We're all processing Orlando in our own ways, and nobody's feelings can be deemed more or less legitimate than anyone else's. I woke up this morning to an endless scroll of Facebook posts about vigils all over the country.
Some posts were serious, some less so. Someone I'm connected to posted a picture of yellow Minions with the words "Happy Monday" and a caption about 49 angels added to heaven. In a dog-lover's group I just joined, a woman wrote that this weekend's violence made her reflect on being the owner of a gay dog. Someone else wrote that he was dedicating his latest furry art to the victims.
Naturally, Donald Trump's reaction was the worst. He's like the reliable red devil on America's shoulder, always demonstrating the ugliest possible behavior: in this case, a smug told-you-so.
I personally avoid public displays of grief, because like weddings they are always entirely personal to the person performing them. Most people don't like to be seen when we're sad, so when that feeling does burst forth, it comes in ways that are often incomprehensible to those around us.
I continue to be sad about Orlando, but I'm going to be talking about other things today, because I can be sad without telling you about it.
— Laurie Voss (@seldo) June 13, 2016
Sadness looks weird, but smugness is worse. Don't give in to that impulse. Don't Donald this.
I understand the urge to make meaning out of stupid tragedy. This shooting proves that we need to outlaw all guns in America, and also that more people need to be armed with guns. The shooter's religion proves that Islam is violent, and the response from the community proves that Islam is peaceful. His choice of venue prove that LGBTs are targets, and his decision to target Americans that all Americans are targets. Personally, the meaning that I take away from all this is that Americans should be allowed to have a religion or a gun but not both.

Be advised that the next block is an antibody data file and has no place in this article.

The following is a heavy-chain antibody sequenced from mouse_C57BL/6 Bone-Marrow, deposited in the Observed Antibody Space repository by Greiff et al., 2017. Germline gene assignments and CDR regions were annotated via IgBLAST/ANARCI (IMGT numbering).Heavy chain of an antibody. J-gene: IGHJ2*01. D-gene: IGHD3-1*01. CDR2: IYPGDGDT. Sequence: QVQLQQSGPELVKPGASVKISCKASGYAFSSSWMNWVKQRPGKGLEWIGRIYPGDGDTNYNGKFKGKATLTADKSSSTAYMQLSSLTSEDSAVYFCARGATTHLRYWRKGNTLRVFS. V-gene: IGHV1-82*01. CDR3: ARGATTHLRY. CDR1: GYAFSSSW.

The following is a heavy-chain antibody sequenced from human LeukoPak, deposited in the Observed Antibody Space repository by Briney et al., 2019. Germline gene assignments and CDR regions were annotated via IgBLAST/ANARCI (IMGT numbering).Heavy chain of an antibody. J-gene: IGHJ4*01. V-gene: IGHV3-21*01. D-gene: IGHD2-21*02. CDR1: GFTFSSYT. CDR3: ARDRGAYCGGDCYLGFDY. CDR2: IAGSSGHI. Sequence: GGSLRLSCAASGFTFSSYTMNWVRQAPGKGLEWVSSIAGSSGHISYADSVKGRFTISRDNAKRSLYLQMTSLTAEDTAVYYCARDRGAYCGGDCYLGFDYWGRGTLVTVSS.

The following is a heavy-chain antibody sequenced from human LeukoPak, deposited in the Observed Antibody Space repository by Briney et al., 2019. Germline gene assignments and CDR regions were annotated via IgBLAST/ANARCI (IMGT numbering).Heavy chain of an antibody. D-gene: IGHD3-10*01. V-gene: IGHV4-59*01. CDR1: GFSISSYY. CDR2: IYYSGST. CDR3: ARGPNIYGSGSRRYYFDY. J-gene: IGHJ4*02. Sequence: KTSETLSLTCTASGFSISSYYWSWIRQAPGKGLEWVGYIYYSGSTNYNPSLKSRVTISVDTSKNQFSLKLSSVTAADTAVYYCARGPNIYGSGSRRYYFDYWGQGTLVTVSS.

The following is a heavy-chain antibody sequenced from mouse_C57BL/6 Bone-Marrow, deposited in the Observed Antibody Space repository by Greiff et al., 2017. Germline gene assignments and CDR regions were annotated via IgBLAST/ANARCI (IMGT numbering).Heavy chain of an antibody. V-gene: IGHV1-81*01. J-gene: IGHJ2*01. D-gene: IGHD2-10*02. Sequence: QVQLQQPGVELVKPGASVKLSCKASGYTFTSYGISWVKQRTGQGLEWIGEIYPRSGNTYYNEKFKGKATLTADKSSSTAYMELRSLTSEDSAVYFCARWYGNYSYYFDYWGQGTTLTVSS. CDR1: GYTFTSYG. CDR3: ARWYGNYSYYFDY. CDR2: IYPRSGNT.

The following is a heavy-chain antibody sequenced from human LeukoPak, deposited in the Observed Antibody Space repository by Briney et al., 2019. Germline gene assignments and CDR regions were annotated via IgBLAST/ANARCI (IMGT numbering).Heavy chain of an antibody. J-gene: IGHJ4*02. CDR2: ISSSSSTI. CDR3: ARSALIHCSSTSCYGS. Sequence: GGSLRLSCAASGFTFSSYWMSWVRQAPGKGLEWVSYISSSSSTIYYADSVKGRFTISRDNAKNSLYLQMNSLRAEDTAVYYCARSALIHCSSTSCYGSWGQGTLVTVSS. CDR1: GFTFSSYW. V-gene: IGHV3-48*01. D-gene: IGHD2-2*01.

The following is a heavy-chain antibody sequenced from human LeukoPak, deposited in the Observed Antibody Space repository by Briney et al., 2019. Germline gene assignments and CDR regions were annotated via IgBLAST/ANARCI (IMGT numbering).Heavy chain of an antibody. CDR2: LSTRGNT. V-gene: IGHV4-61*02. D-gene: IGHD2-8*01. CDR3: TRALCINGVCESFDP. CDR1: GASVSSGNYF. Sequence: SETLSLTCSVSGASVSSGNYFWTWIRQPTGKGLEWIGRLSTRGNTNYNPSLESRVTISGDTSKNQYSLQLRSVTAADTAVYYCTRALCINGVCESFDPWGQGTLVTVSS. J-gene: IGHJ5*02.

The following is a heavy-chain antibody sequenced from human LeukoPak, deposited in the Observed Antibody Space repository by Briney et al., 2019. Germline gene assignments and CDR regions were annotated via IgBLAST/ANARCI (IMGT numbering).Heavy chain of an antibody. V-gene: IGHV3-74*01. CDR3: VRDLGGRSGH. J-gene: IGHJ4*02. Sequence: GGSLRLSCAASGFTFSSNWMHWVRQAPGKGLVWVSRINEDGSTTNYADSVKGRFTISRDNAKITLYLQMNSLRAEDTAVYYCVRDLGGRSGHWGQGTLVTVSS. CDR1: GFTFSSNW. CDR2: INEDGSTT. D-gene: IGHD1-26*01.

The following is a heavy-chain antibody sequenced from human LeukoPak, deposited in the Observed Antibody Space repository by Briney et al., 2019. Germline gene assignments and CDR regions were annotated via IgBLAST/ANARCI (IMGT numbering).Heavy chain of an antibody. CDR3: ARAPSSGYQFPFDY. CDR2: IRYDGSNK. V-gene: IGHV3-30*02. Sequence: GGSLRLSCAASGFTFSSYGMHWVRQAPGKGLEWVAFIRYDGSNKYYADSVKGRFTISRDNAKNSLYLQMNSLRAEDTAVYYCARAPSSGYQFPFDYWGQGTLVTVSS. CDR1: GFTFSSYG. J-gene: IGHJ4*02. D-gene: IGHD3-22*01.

But now's the time when politicians spin the shooting into whatever their cause is: Republicans are excited about sending soldiers to the Middle East, as if that's going to prevent shootings in gay bars in Florida, while Democrats will talk about gun control. Historically, one of those sides is more successful with their cause than the other; I'm guessing mass shootings are going to continue.
Ted Cruz says the solution is to "abandon political correctness," also known as treating people with respect; he also says that "nobody has a right to murder someone who doesn’t share their faith or sexual orientation." Gee thanks Ted, you might be an enthusiastic supporter of discrimination, but at least you draw the line at murder. And Marco Rubio said he might use the shooting as an excuse to change his mind about not running for office again. "It really gives you pause to think a little bit about, you know, your service to your country and where you can be most useful to your country," he said. Marco to the rescue!
Here's a sampling of the service Marco's provided to his country: saying that letting LGBT people marry is "ridiculous and absurd"; supporting the right of employers to fire people for being gay; raising money for pray-away-the-gay torture camps; and saying gay parents shouldn't have kids because they're "a social experiment."
Anyway, there are a lot of ways to respond to tragedy, but being self-satisfied is the worst. Don't be like that. Whatever your pet cause is, whatever you think this proves, whatever you hope to use this an excuse to promote, just remember, that's what the Donald Trump on your shoulder would want you to do. Look away from that impulse to whatever's on your other shoulder — maybe you see Hillary, or maybe you see your gay dog, or Lin-Manuel Miranda's Tony speech, or a vigil.
Or maybe, like me, you don't see anything there at all.